I first became aware of the need for sustainability whilst reading the Club of Rome’s book “Limits to Growth” as an undergraduate in 1973. Subsequently, as a civil and structural engineer, I have endeavoured to ensure that sustainability is an important factor in my projects.
Al Gore’s film, “An Inconvenient Truth”, initially reinforced my belief in anthropogenic global warming, however, subsequent research indicated that many of Gore’s claims may have been exaggerations and possibly gross misinterpretations. Consequently, I commenced monitoring global warming predictions and comparing them with actual measurements; the results of which are occasionally posted on this website.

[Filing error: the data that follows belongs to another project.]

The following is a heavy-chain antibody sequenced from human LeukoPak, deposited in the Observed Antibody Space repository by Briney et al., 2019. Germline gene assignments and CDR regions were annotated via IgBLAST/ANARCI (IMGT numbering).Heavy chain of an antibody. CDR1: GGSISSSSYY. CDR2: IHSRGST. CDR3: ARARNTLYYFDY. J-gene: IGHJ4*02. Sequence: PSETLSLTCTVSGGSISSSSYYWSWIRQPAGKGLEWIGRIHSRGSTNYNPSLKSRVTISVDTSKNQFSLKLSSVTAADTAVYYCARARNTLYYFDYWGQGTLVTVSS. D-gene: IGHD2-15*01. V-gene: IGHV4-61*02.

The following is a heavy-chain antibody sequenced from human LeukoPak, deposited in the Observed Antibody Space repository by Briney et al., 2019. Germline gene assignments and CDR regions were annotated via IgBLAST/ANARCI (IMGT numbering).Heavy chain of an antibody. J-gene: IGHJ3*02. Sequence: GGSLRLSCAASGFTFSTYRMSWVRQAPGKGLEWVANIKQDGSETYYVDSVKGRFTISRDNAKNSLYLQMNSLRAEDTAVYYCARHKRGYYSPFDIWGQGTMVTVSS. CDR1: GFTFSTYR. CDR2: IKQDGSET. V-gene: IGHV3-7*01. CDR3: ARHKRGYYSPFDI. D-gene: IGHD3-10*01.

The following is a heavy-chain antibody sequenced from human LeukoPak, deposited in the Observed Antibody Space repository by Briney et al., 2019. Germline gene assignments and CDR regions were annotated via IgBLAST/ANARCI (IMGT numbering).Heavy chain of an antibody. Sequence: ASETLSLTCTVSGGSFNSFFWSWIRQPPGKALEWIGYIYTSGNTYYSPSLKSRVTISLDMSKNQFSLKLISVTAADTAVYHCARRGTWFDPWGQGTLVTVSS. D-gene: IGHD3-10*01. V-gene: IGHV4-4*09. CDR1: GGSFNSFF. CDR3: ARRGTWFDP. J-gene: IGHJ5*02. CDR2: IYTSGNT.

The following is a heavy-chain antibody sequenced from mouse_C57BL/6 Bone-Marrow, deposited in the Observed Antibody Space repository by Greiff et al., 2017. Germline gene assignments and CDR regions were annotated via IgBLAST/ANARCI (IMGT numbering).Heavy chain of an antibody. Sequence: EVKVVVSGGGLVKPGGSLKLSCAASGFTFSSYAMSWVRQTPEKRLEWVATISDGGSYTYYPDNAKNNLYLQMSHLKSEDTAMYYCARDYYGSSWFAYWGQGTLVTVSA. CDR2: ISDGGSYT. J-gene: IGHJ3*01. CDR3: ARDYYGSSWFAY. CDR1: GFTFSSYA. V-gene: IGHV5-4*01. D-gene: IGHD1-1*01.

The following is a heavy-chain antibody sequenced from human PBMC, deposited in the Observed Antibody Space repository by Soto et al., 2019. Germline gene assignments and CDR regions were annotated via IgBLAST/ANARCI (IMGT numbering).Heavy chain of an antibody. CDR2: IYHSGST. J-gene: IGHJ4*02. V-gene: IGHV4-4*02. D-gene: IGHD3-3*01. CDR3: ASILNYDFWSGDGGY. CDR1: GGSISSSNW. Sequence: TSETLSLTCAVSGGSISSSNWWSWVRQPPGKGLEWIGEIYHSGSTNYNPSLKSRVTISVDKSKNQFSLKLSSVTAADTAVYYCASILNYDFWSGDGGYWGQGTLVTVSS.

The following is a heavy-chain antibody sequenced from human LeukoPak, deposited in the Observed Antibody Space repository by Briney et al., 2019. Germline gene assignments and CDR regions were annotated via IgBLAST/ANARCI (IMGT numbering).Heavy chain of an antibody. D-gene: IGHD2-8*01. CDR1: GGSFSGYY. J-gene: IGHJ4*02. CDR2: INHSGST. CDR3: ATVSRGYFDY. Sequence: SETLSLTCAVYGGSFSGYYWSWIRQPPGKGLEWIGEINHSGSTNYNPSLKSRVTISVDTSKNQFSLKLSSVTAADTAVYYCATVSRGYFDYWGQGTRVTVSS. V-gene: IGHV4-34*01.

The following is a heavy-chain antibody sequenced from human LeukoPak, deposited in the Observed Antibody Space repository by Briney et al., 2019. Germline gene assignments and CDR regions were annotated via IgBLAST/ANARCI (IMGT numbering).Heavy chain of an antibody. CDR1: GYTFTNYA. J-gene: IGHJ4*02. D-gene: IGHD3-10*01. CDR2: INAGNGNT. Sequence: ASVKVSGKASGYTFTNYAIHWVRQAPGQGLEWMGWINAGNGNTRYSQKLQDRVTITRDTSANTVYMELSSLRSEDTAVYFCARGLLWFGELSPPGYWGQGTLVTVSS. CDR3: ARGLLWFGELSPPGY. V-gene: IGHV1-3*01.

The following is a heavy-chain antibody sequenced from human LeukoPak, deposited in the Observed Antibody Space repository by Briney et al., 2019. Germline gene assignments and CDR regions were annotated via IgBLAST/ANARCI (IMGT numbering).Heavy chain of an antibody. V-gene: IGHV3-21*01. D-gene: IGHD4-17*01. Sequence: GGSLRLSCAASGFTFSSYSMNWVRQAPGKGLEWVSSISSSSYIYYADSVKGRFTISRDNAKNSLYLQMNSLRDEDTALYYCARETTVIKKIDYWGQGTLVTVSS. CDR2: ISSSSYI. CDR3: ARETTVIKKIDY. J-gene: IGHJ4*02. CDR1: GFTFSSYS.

I strongly believe that we should not “fritter away” Earth’s finite resources. Furthermore, the climate change debate has brought the need for renewable energy and other resources to the forefront of the political agenda. However, I am very concerned that if the current predictions on global warming do prove to be exaggerated then irreparable damage could be done to the public’s perception of science in general and sustainability in particular. Hence, my concentration on comparing actual measurements with currently accepted predictions.
1974, BSc in Civil Engineering, Heriot-Watt University, Edinburgh, UK
2002, Fellow of the Institution of Structural Engineers
2003, Fellow of the Institution of Civil Engineers
2005, MSc in Structural Engineering, University of Surrey, Guildford, UK
2015, Fellow of the Institution of Engineers Australia